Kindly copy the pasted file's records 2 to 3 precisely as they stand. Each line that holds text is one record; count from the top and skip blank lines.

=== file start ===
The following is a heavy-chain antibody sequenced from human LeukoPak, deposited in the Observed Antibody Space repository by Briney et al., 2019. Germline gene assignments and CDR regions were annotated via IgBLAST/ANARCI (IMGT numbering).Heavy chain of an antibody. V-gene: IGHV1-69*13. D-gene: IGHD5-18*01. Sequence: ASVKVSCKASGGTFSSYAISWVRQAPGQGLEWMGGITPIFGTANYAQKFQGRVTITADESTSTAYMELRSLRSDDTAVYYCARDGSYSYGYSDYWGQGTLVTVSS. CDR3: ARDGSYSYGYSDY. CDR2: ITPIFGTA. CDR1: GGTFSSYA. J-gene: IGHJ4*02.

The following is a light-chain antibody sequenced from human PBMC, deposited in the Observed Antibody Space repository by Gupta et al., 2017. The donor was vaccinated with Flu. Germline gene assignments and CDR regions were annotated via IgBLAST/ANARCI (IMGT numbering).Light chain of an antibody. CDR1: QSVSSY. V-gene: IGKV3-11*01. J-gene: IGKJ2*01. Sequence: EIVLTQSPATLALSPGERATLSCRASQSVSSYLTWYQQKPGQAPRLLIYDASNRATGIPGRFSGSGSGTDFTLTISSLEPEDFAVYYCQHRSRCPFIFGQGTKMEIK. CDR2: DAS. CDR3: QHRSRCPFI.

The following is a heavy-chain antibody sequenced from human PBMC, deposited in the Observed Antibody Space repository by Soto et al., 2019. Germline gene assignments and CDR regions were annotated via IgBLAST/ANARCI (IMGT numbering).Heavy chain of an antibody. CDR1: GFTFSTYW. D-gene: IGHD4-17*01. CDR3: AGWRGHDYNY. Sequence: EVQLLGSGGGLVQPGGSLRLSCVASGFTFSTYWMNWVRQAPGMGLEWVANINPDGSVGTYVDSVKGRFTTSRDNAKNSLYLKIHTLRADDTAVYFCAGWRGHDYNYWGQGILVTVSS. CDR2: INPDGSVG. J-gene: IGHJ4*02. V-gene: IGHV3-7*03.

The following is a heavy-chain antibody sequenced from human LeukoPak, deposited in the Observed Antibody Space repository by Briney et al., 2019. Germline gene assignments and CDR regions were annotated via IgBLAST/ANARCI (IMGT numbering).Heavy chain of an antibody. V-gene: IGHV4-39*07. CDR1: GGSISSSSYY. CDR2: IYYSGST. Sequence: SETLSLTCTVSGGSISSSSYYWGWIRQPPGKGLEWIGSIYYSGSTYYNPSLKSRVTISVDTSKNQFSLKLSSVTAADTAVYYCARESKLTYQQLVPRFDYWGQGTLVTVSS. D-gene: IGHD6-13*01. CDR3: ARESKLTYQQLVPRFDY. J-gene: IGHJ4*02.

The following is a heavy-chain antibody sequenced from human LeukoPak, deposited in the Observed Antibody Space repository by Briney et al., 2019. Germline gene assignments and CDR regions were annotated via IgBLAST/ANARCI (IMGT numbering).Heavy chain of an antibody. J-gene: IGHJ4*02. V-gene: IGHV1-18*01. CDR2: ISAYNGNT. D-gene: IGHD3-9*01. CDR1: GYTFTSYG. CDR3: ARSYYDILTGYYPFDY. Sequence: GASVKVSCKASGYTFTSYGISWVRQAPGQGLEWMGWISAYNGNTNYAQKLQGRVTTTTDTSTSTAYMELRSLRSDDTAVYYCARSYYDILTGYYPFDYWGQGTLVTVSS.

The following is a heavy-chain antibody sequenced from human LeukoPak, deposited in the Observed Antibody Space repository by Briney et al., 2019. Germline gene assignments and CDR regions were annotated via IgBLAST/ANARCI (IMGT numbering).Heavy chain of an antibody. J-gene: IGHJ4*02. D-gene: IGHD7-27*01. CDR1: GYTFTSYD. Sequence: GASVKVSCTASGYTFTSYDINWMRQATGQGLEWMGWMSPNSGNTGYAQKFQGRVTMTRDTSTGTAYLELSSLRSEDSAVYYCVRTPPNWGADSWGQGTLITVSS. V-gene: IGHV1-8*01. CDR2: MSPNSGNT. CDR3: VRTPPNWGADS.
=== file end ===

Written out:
The following is a light-chain antibody sequenced from human PBMC, deposited in the Observed Antibody Space repository by Gupta et al., 2017. The donor was vaccinated with Flu. Germline gene assignments and CDR regions were annotated via IgBLAST/ANARCI (IMGT numbering).Light chain of an antibody. CDR1: QSVSSY. V-gene: IGKV3-11*01. J-gene: IGKJ2*01. Sequence: EIVLTQSPATLALSPGERATLSCRASQSVSSYLTWYQQKPGQAPRLLIYDASNRATGIPGRFSGSGSGTDFTLTISSLEPEDFAVYYCQHRSRCPFIFGQGTKMEIK. CDR2: DAS. CDR3: QHRSRCPFI.

The following is a heavy-chain antibody sequenced from human PBMC, deposited in the Observed Antibody Space repository by Soto et al., 2019. Germline gene assignments and CDR regions were annotated via IgBLAST/ANARCI (IMGT numbering).Heavy chain of an antibody. CDR1: GFTFSTYW. D-gene: IGHD4-17*01. CDR3: AGWRGHDYNY. Sequence: EVQLLGSGGGLVQPGGSLRLSCVASGFTFSTYWMNWVRQAPGMGLEWVANINPDGSVGTYVDSVKGRFTTSRDNAKNSLYLKIHTLRADDTAVYFCAGWRGHDYNYWGQGILVTVSS. CDR2: INPDGSVG. J-gene: IGHJ4*02. V-gene: IGHV3-7*03.